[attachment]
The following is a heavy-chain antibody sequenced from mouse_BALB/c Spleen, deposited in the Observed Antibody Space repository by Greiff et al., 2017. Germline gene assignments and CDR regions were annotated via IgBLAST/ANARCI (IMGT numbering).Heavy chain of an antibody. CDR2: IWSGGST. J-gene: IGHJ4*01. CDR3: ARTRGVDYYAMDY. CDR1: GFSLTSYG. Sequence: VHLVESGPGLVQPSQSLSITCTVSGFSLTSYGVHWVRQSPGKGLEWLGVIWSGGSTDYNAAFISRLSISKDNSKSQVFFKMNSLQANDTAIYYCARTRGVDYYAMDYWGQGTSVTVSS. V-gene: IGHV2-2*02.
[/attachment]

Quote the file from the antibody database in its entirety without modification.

The following is a heavy-chain antibody sequenced from mouse_BALB/c Spleen, deposited in the Observed Antibody Space repository by Greiff et al., 2017. Germline gene assignments and CDR regions were annotated via IgBLAST/ANARCI (IMGT numbering).Heavy chain of an antibody. CDR2: IWSGGST. J-gene: IGHJ4*01. CDR3: ARTRGVDYYAMDY. CDR1: GFSLTSYG. Sequence: VHLVESGPGLVQPSQSLSITCTVSGFSLTSYGVHWVRQSPGKGLEWLGVIWSGGSTDYNAAFISRLSISKDNSKSQVFFKMNSLQANDTAIYYCARTRGVDYYAMDYWGQGTSVTVSS. V-gene: IGHV2-2*02.